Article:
Why Do Organizations Still Fear Social Media?

 

You don’t know what you don’t know

Before organizations can begin to think about having or being a social brand or a social business, they have to back up and temper their opinions or notions of what they think they know. Invariably what I see when I walk into the largest of the large or the smallest of small companies, are companies struggling with 2 schools of thought: (1) That they must corral the social employee and (2) How do they control the social customer. Usually they don’t know where to focus their efforts first.

This struggle is perpetuated by fear. Why? Companies fear what they can’t control. They fear an employee that waxes on about their company in a negative manner off hours on Twitter or Facebook, or they fear the customer that complains about their company or number (2a) they fear the competition doing more with social media than they are.

Let’s take social out of the equation and think about fear for a second and how it motivates companies. Better yet, let’s think about how fear motivates us. If we’re an athlete, we train or work out to get stronger and faster in fear that we might lose. If we work for someone, we work longer hours for fear of losing our jobs. In school we study harder in fear of getting bad grades. In the food service industry we deliver faster, fresher, food in fear of not getting customers or… the customer complaining.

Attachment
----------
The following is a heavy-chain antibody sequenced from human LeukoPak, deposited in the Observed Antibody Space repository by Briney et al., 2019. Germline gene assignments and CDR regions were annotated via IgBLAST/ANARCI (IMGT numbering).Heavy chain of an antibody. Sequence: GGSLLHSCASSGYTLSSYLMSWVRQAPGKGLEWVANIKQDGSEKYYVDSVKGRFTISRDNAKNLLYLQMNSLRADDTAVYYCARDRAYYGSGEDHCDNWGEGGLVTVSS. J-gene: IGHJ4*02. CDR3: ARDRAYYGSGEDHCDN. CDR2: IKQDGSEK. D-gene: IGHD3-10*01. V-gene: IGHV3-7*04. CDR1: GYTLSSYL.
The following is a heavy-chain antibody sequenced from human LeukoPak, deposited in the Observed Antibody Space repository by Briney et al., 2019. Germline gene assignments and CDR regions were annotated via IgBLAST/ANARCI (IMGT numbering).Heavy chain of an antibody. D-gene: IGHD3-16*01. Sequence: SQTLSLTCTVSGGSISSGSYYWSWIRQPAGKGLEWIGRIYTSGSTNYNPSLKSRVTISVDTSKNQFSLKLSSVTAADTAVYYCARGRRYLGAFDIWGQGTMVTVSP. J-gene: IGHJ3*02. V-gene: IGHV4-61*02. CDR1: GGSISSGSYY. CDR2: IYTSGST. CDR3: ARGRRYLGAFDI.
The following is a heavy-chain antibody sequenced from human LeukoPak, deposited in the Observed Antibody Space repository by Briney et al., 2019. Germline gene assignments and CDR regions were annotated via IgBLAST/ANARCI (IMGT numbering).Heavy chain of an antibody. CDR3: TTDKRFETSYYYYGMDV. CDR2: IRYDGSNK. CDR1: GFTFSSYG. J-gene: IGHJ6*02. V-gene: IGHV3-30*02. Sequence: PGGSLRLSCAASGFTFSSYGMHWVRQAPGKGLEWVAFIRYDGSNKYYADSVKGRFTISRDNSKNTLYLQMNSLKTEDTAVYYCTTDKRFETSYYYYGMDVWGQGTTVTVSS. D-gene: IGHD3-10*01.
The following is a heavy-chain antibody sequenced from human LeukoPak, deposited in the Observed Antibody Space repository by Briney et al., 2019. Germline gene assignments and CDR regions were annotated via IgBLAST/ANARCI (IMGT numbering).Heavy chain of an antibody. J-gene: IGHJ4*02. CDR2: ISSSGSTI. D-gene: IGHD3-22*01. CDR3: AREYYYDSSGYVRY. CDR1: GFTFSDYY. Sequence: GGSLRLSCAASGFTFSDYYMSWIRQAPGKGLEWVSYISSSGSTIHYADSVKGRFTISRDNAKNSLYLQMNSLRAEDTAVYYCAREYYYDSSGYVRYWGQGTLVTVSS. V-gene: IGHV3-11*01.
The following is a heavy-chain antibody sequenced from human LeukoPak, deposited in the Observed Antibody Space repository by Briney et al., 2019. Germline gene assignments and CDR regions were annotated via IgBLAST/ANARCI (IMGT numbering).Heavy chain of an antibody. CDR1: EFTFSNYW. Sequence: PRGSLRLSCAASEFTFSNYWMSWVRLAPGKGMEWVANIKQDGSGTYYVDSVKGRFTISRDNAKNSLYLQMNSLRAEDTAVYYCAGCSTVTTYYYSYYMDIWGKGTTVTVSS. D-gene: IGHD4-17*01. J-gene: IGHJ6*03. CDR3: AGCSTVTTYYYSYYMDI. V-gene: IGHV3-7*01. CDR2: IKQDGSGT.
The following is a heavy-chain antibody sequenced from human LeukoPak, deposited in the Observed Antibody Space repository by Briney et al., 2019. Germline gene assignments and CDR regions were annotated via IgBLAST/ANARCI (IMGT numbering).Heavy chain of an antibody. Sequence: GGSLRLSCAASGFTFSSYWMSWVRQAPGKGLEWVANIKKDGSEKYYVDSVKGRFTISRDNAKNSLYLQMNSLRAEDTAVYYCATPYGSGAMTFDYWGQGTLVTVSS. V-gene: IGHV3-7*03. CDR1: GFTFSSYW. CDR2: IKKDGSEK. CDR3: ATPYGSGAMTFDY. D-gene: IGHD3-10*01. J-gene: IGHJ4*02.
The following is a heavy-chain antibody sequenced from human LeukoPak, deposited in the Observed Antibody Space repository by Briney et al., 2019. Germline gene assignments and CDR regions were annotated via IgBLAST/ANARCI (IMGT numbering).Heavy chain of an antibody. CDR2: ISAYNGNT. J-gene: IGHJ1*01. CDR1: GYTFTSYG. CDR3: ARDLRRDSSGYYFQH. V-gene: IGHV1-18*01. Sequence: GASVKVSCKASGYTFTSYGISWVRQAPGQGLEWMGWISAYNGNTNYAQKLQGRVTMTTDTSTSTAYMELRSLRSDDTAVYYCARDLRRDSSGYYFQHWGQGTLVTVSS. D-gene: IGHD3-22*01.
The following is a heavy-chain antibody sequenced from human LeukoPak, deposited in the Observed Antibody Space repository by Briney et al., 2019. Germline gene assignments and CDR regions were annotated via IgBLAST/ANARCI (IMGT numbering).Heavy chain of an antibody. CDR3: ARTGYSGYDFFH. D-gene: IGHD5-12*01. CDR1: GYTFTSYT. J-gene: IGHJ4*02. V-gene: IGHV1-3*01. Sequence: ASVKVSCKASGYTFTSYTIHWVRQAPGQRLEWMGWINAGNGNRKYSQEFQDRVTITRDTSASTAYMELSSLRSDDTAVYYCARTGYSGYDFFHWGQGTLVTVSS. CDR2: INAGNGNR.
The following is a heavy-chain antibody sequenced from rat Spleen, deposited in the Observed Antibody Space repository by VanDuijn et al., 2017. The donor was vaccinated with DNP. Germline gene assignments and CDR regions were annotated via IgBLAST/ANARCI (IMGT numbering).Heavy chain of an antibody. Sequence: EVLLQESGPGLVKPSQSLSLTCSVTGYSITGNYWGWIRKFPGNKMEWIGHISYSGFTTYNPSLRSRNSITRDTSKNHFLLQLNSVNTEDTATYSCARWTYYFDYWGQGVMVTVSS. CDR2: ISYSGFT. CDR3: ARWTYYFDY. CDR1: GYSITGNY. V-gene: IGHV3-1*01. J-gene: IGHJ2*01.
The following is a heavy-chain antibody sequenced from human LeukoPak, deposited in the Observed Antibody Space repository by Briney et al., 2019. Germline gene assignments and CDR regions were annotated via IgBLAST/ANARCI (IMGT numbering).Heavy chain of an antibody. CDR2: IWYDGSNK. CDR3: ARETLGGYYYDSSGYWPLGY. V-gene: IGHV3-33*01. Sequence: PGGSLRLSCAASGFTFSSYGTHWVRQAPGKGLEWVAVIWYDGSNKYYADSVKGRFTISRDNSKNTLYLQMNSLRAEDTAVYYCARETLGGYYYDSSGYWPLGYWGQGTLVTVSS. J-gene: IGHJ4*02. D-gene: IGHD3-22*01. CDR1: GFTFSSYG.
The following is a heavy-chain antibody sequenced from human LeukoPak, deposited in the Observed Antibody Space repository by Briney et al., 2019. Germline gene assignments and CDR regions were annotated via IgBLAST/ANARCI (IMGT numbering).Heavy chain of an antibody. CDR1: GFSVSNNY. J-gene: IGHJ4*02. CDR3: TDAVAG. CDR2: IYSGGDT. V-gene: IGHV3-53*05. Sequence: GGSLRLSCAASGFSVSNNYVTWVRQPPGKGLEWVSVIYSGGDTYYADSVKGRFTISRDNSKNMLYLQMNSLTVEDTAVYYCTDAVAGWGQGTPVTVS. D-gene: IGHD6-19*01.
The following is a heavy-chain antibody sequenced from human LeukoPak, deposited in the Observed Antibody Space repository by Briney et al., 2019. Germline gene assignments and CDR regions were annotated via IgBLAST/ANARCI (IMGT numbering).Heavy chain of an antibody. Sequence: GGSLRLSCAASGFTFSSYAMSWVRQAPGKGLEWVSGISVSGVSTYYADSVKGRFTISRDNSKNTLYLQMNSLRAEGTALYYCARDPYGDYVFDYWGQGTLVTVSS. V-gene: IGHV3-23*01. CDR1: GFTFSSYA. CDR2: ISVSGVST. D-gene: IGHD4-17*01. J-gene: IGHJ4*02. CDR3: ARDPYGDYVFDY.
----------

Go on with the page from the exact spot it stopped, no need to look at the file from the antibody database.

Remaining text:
Stronger. Faster. Longer. Harder. Superlatives motivate us.

 

In life, our fears motivate us into striving above and beyond what is expected. In business, specifically social media, our fear of it is motivated by the unexpected. What’s the difference? One spurs action and the other may spur inaction. But why can’t organizations just move forward with social media? Why can’t businesses just get it going?  Is it really fear? No, it’s not fear per se, it’s more about the unexpected or the unknown.

We know what the general expected outcomes are going to be if you or I work harder, or study longer or train harder. We win, we’re successful.  The problem with social media is that it’s still in the stage where the majority of business leaders still don’t know what A+B+C equals. It keeps changing, it keeps getting refined and redefined. They still can’t associate a bottom line, quantitative value to it. Qualitative yes, quantitative no. Essentially, companies are still struggling with what the value of a like is and are still trying to determine what the impact of the rogue social employee might be to an organizations bottom line.

Internally, companies can incrementally become a social business, which in and of itself may be the easiest jumping off point. Baby steps that can be controlled, if you will. They should be commended for becoming or attempting to become a social brand or business, replete with that level of uncertainty. It’s OK, uncertainty exists when  rolling out anything new, right?

 

What do companies that choose to wait and see do?

 

So what should these noobie freaked out, paranoid,  wannabe social companies do? It’s easy. Start with creating a basic set of easy to understand and comply with social media policies. Set the bar on what the expectations will be internally for your social employees both on the clock and off the clock. Create an internal accountability plan. From that, companies can start to build a base and a foundation to create baby step, measurable social initiatives.